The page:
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This vintage real photo postcard features boxer Jack Walker (Leone Jacovacci). His story is fascinating. He was born in Pomba (Belgian Congo) in 1902. His father was an Italian agronomist and his mother was Congolese.  At age three, his father took him away from his mother and went to Italy where he left Jack to be raised by grandparents. Jack’s dad returned to the Congo. The child was a victim of racism in Italy so at sixteen years of age, he went to work as a “cabin boy” on a British ship. After arriving in England, he changed his name to John Douglas Walker, thinking the English name would help him be more socially accepted. He enlisted and served in the British army. Upon discharge, he learned to box in England and began his fighting career. During his boxing career he weighed about 150 pounds and his height was 5″ 10″. His final record as a fighter was 21 Wins, 22 Losses, and 5 Ties. His official record is thought to be incomplete. He began boxing in 1920 and his career ended in 1932. His fights were in Europe. He fought in England, France, Switzerland, Belgium, Italy, Norway, Austria, Denmark, and Spain. He fought using Italian citizenship and became the Middleweight Champion of Europe. Despite a number of successes in the ring, Jack never was accepted in Italy the way he would have liked. The racist and fascist society did not allow him to really feel like a full Italian citizen or enjoy the fruits of his boxing successes. After ending his boxing career, he became a wrestler for a few years and moved to France. He was trapped there through World War II. His companion, Berthe Salmon, changed her last name to avoid being identified as Jewish. Berthe gave birth to their only child, a daughter. Post war, he worked for the United Nations and assisted refugees. Later he was employed as a bit player in the Italian film industry. In his old age, he worked as an apartment doorman and janitor. Walker died in Milan, Italy in 1983. This postcard was published by Dix, a company located in Paris. Apparently, they published a series of portraits of boxers of the day. The Cabinet Card Gallery has another postcard from the series (Pierre Calloir: French Bantam Weight).  SOLD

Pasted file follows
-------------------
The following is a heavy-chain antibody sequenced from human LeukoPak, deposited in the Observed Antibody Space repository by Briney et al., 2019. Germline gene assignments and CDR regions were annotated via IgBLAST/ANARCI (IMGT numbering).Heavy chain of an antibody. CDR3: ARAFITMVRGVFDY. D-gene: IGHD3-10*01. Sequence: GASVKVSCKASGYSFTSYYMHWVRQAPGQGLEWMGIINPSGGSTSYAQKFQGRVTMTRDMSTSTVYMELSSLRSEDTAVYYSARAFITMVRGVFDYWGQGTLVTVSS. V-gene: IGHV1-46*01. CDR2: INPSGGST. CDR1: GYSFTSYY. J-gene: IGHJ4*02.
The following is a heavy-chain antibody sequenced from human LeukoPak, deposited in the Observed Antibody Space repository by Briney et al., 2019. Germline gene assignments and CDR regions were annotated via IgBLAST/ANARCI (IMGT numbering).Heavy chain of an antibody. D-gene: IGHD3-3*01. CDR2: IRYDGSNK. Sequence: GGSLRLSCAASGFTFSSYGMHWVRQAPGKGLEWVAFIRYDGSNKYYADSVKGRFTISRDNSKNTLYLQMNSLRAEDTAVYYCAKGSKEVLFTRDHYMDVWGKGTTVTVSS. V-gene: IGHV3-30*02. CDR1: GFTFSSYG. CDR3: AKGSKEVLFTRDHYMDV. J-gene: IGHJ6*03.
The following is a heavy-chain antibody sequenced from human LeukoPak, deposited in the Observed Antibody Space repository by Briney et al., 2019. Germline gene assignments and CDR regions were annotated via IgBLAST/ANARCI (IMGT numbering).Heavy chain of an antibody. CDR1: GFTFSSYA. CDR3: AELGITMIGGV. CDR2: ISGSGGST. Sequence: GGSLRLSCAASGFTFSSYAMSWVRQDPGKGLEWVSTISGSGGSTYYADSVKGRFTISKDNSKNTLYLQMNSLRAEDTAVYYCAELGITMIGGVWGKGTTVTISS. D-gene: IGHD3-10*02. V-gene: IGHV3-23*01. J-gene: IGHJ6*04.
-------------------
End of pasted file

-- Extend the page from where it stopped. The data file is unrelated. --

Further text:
This vintage photograph features French bantam-weight boxer, Felix Said Brami (1940-2018). He was born in Tunis, Tunisia and was of Jewish descent. His boxing career spanned from 1961 through 1975. The website BoxRec states that he was in the super fly-weight division. Brami had an impressive record of 44 wins, 10 losses, and 3 draws. Twenty-two of his victories were by knockout. Brami won his first 20 fights. He was ranked as high as #6 bantamweight in the world by The Ring magazine in 1964, He was ranked in the top ten bantamweights in the world between 1963 and 1966. He held the French junior lightweight title from 1971 through 1975. Note the Star of David on Brami’s boxing shorts. I imagine that the star represents Brami’s heritage. Note the Star of David embroidered on his boxing trunks. Brami may have developed the idea in imitation of Max Baer. Baer was Jewish and a national hero after he won a bout against German boxer, Max Schmeling, in 1933. This photo indicates that Brami’s manager was G. Charles Raymond. The card’s portrait was photographed by the Belonie studio. This photograph measures about 3 3/8″ x 5 3/8″and is in very good condition (see scans).